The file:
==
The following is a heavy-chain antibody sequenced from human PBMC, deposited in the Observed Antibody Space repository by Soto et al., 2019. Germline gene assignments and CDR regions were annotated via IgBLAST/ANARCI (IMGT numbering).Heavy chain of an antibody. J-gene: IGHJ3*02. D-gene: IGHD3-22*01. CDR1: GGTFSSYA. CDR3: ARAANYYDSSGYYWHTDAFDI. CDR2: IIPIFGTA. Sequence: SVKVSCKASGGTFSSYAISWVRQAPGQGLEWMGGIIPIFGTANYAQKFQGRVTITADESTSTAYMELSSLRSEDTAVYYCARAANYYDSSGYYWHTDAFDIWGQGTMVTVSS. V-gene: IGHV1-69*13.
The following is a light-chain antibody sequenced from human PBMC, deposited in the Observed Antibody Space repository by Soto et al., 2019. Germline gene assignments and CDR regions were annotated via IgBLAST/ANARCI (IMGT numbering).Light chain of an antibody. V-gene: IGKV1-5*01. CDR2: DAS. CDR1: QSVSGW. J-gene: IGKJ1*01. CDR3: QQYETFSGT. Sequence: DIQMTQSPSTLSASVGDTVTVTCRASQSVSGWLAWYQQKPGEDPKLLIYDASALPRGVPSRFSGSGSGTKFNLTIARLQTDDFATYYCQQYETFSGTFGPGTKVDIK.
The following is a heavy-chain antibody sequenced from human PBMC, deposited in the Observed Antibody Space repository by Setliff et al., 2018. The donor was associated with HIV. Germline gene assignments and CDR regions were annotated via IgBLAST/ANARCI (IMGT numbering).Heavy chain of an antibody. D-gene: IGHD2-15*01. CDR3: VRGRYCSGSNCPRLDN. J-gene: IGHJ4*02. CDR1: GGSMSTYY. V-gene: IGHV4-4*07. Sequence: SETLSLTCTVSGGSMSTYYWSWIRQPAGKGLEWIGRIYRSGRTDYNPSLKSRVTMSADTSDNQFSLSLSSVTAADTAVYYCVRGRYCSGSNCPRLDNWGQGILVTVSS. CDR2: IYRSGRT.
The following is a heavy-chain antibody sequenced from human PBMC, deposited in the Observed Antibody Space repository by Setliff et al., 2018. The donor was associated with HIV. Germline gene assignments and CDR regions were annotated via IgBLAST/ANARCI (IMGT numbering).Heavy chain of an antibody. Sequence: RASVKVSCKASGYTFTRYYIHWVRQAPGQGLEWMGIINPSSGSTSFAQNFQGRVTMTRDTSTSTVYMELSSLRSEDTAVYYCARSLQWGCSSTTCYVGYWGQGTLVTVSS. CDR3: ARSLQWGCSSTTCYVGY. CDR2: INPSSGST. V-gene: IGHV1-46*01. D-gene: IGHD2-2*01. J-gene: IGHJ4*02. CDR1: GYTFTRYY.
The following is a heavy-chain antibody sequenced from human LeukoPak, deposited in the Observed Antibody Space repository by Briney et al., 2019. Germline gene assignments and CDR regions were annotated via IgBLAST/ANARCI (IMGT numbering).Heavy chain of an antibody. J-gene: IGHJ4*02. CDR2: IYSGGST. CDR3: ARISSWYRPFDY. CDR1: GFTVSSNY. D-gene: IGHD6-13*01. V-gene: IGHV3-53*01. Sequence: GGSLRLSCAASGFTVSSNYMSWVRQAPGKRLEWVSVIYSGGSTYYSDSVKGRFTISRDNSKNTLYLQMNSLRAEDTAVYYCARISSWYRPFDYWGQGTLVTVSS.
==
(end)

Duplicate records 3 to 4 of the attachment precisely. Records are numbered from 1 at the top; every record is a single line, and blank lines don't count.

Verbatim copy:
The following is a heavy-chain antibody sequenced from human PBMC, deposited in the Observed Antibody Space repository by Setliff et al., 2018. The donor was associated with HIV. Germline gene assignments and CDR regions were annotated via IgBLAST/ANARCI (IMGT numbering).Heavy chain of an antibody. D-gene: IGHD2-15*01. CDR3: VRGRYCSGSNCPRLDN. J-gene: IGHJ4*02. CDR1: GGSMSTYY. V-gene: IGHV4-4*07. Sequence: SETLSLTCTVSGGSMSTYYWSWIRQPAGKGLEWIGRIYRSGRTDYNPSLKSRVTMSADTSDNQFSLSLSSVTAADTAVYYCVRGRYCSGSNCPRLDNWGQGILVTVSS. CDR2: IYRSGRT.
The following is a heavy-chain antibody sequenced from human PBMC, deposited in the Observed Antibody Space repository by Setliff et al., 2018. The donor was associated with HIV. Germline gene assignments and CDR regions were annotated via IgBLAST/ANARCI (IMGT numbering).Heavy chain of an antibody. Sequence: RASVKVSCKASGYTFTRYYIHWVRQAPGQGLEWMGIINPSSGSTSFAQNFQGRVTMTRDTSTSTVYMELSSLRSEDTAVYYCARSLQWGCSSTTCYVGYWGQGTLVTVSS. CDR3: ARSLQWGCSSTTCYVGY. CDR2: INPSSGST. V-gene: IGHV1-46*01. D-gene: IGHD2-2*01. J-gene: IGHJ4*02. CDR1: GYTFTRYY.